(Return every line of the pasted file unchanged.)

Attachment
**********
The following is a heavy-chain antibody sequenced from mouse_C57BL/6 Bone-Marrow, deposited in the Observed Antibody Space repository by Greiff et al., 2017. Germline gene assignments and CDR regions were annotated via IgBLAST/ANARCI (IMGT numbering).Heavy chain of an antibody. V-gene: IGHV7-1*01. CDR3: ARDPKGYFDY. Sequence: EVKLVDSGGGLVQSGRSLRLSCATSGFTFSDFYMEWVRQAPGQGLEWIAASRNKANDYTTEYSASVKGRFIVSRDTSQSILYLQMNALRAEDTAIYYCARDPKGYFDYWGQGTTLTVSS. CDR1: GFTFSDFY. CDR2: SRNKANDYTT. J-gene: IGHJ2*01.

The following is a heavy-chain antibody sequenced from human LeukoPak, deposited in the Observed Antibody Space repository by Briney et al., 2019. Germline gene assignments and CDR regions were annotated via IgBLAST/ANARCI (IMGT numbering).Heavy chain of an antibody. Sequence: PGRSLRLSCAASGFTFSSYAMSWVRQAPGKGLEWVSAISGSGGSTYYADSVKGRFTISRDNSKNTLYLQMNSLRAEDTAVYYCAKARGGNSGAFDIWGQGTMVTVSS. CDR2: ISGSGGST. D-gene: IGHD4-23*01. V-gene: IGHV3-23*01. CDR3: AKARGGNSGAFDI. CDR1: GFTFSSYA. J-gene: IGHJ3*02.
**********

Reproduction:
The following is a heavy-chain antibody sequenced from mouse_C57BL/6 Bone-Marrow, deposited in the Observed Antibody Space repository by Greiff et al., 2017. Germline gene assignments and CDR regions were annotated via IgBLAST/ANARCI (IMGT numbering).Heavy chain of an antibody. V-gene: IGHV7-1*01. CDR3: ARDPKGYFDY. Sequence: EVKLVDSGGGLVQSGRSLRLSCATSGFTFSDFYMEWVRQAPGQGLEWIAASRNKANDYTTEYSASVKGRFIVSRDTSQSILYLQMNALRAEDTAIYYCARDPKGYFDYWGQGTTLTVSS. CDR1: GFTFSDFY. CDR2: SRNKANDYTT. J-gene: IGHJ2*01.

The following is a heavy-chain antibody sequenced from human LeukoPak, deposited in the Observed Antibody Space repository by Briney et al., 2019. Germline gene assignments and CDR regions were annotated via IgBLAST/ANARCI (IMGT numbering).Heavy chain of an antibody. Sequence: PGRSLRLSCAASGFTFSSYAMSWVRQAPGKGLEWVSAISGSGGSTYYADSVKGRFTISRDNSKNTLYLQMNSLRAEDTAVYYCAKARGGNSGAFDIWGQGTMVTVSS. CDR2: ISGSGGST. D-gene: IGHD4-23*01. V-gene: IGHV3-23*01. CDR3: AKARGGNSGAFDI. CDR1: GFTFSSYA. J-gene: IGHJ3*02.